Fathima Beevi, a young girl from the district of Pathanamthitta, grew up to be the First Female Judge in India. In the Indian Judiciary, where female progression is not prominent, Fathima Beevi was an influential exponent of women’s rights and wanted to abolish the roots of patriarchy from the society. She believed that women should join the legal profession to reduce gender disparity in our society. They must play an active role in decision-making to bring the long-overdue changes in an immensely patriarchal Indian judicial system.
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Fathima Beevi was born to Annaveettil Meerasahib and mother Khadeeja Beevi. They had six daughters and two sons. Out of the eight children, Fathima was the eldest. In a society where women were not given access to education, her parents encouraged the kids to pursue their education and career.
Initially, she completed her graduation with Bachelor of Science, later she completed her Law Degree from the prestigious Govt. Law College in Trivandrum, Kerala. She was inspired by Ms. Anna Chandy, who was the First Female Judge in India who happened to be from her hometown. She passed her law with a gold medal being one of the five women students in a class, upholding values taught by her parents. In 1950, she enrolled as an advocate in a district court at Kollam, the same year Honourable Supreme Court was established.
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Development of her Legal Career
After eight years of legal practice at Kollam District Court, she cleared the public exam to become a Munsif. In the year 1972, she rose to the rank of Chief Judicial Magistrate, later in 1974 got promoted as District Sessions Judge. In 1983 she was appointed as the High Court Judge of Kerala. Finally, in 1989 she was inducted as the First Female Judge in the Supreme Court, owing to her excellent caliber and expertise in the legal profession. Interestingly, India became the first country in Asia to have the first female Supreme Court judge. After her retirement, she served as a member of the National Human Rights Commission for four years. Additionally, she held the position of Governor of Tamil Nadu.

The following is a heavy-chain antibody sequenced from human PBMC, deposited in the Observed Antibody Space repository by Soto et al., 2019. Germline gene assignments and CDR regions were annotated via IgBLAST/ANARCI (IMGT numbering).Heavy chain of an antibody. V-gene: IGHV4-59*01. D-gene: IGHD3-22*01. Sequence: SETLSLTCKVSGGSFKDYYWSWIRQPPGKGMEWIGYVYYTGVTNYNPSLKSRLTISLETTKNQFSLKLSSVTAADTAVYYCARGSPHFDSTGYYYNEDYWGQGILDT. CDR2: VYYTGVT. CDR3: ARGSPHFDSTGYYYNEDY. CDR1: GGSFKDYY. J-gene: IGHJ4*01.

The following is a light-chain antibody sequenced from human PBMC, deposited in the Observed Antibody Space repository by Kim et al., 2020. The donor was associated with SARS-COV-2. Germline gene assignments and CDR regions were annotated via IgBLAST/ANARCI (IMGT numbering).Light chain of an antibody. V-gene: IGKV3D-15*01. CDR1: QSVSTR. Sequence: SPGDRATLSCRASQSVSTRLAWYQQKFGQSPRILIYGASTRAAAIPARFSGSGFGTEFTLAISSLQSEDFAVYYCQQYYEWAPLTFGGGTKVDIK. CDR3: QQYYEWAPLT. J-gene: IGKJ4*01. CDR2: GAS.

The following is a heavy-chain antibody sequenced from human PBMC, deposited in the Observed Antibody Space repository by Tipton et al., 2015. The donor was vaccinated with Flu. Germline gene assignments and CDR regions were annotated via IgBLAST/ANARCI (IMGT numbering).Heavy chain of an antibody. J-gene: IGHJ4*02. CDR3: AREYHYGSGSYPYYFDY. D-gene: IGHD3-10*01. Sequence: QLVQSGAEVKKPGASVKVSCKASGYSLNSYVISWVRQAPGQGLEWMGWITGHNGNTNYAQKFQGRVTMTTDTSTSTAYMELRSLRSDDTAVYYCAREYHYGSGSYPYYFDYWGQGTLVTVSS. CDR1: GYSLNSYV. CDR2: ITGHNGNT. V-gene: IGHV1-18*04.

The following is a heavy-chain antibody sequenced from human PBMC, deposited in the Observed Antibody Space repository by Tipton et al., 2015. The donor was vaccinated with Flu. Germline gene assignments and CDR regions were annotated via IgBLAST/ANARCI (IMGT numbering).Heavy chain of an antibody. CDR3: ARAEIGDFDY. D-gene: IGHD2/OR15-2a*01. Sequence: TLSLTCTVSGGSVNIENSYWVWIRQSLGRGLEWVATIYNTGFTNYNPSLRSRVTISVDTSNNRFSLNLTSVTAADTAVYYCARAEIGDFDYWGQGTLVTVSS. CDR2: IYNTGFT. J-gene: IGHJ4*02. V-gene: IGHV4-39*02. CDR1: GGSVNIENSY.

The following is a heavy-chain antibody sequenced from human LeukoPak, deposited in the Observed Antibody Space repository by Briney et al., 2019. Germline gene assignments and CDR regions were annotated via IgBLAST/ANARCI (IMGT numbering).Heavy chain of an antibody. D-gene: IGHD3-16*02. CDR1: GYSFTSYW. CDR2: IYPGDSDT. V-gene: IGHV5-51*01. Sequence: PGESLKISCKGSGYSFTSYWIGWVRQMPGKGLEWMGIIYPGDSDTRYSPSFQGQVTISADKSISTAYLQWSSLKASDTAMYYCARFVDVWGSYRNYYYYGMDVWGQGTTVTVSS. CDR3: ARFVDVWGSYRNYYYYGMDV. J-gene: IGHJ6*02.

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Representation of women in higher Judiciary is quite nominal even to date. The country has only a little over 10% of women in the judicial field. Hence, Fathima Beevi proved her mettle and made history by becoming the First Female Judge of the Supreme Court of India at a time when women were not given an equal chance to be part of the Judiciary. She is an advocate of gender equality and has mentioned that there was a need to elevate the representation of women to judgeships. Beevi believes that one way of achieving this goal is through reservation policies. She has always been vocal about the unequal treatment women have to face in the Judiciary.
She has mentioned in an interview with The Week that “There are many women in the field now, both at the bar and on the bench. However, their participation is meager. Their representation is not equal to men. There is a historical reason also for that. Women took to the field late. It will take time for women to get equal representation in the Judiciary.”
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Eventful Period as a Governor
Fathima Beevi, after her retirement, was appointed by the then President of India, Shankar Dayal Sharma, as the Governor of Tamil Nadu. One of the significant decisions under such authority was to dismiss the mercy petitions put forwarded by the four condemned prisoners in the Rajiv Gandhi assassination case. In the year 2001, she invited AIADMK General Secretary Jayalalitha to take an oath as the chief minister. It created substantial public outcry as Jayalalitha was associated with a corruption case. Beevi has taken this decision after consultations with the other senior judges in the higher Judiciary, but due to political pressure, she had to resign.
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The journey to becoming the First Female Judge in India had its own hardships. Fathima Beevi, through her incredulous journey, permanently etched her name into the Indian Judiciary. She paved the way for women to pursue a career in the legal field in a male-dominated judiciary. Hence, Fathima Beevi will always be looked up to as a role model to tackle gender imbalance in the legal profession.
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